I feel certain that if, in our homes, parents will read from The Book of Mormon prayerfully and regularly, both by themselves and with their children, the spirit of that great book will come to permeate our homes and all who dwell therein. The spirit of reverence will increase; mutual respect and consideration for each other will grow. The spirit of contention will depart. Parents will counsel their children in greater love and wisdom. Children will be more responsive and submissive to the counsel of their parents. Righteousness will increase. Faith, hope, and charity - the pure love of Christ - will abound in our homes and lives, bringing in their wake peace, joy, and happiness.
- President Marion G. Romney

Tuesday, October 11, 2011

Book of Mormon in 100 Days - Day 2

I'll add commentary tomorrow, but wanted to get the reading assignment posted for any early birds -

1 Nephi 1-2
If you'd like, you can mark 1 Nephi 1:20.

How have you experienced the tender mercies of the Lord?


Julie said...

I'm looking forward to hearing about the tender mercies of the Lord in your lives.

I wanted to share something I learned from chapter 2 in our reading today, verses 12 & 16, particularly.
This seems to be one of the first compare and contrast scriptures between the elder versus younger brothers.

Verse 12: (Laman and Lemuel) did murmur because they knew not the dealings of that God who had created them.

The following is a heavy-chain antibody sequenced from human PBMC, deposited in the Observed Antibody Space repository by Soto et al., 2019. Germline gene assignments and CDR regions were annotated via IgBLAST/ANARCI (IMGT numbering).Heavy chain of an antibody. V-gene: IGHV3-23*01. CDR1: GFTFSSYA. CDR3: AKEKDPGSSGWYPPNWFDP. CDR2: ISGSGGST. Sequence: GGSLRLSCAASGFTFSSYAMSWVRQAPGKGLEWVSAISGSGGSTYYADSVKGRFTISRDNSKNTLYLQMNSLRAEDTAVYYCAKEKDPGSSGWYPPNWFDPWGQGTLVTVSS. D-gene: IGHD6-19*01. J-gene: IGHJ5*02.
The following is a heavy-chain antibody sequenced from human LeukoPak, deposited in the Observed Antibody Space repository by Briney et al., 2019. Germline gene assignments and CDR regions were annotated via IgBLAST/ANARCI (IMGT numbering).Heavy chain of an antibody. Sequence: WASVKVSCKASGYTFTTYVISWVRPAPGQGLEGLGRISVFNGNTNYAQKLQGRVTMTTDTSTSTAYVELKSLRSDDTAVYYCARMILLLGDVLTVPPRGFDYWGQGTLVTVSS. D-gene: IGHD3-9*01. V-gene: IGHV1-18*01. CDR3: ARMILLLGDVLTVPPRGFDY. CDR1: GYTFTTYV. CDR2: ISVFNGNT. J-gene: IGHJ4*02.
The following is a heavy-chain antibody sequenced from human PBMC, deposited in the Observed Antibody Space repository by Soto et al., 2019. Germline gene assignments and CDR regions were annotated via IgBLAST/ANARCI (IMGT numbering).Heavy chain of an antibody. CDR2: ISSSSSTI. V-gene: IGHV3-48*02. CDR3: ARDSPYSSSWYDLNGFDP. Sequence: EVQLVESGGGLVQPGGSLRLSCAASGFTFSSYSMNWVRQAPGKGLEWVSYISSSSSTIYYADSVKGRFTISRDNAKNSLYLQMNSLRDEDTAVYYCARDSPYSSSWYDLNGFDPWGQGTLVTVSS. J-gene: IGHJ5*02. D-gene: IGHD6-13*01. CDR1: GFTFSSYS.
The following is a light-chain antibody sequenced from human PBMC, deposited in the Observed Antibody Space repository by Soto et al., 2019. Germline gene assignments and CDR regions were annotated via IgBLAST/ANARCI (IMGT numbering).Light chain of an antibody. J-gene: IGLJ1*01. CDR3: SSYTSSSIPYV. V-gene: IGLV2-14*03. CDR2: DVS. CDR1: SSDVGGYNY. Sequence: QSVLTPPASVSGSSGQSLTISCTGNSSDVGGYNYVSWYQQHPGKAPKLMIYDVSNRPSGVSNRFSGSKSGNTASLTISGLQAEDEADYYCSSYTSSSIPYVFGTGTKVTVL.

Verse 16: (Nephi) having great desires to know of the mysteries of God, wherefore I did cry unto the Lord, and behold he did visit me, and did soften my heart that I did believe all the words which had been spoken by my father.

It strikes me that right after Lehi told them of his vision, all of the brothers struggled. I'm sure, now that I think about it, that none of them were jumping up and down in excitement over leaving their home to go who knows where. But, the difference between them was that L & L simply gave up - they didn't want to go. The didn't want to find out for themselves, and they didn't make an effort to get a testimony -- and that didn't end well for them.
Nephi, on the other hand, didn't stop at "this doesn't sound like something I'd like to do." He desired to know the mysteries of God, he cried unto God to know, and then he was visited by the Spirit - he received a testimony of the vision of his father and the things they had been commanded to do; wherefore he did not rebel against his father like unto his brethren. *Desire*Faith*Prayer*Obedience*

Long thought, but something that really made me think this morning as I was reading.

Julie P said...

Julie, that's awesome...not to pray "why on earth do we have to do this?" but "please help me understand and have faith regarding this". It's a big difference, huh? I'm slow at the reading this week; I'll be back.

Amanda D said...

I'm late to the game...I went back on forth with starting the Book of Mormon again and trying to finish it from where I am currently on my own. I've now decided to start again with the hopes that this group will keep me on a track for more than a few weeks. :)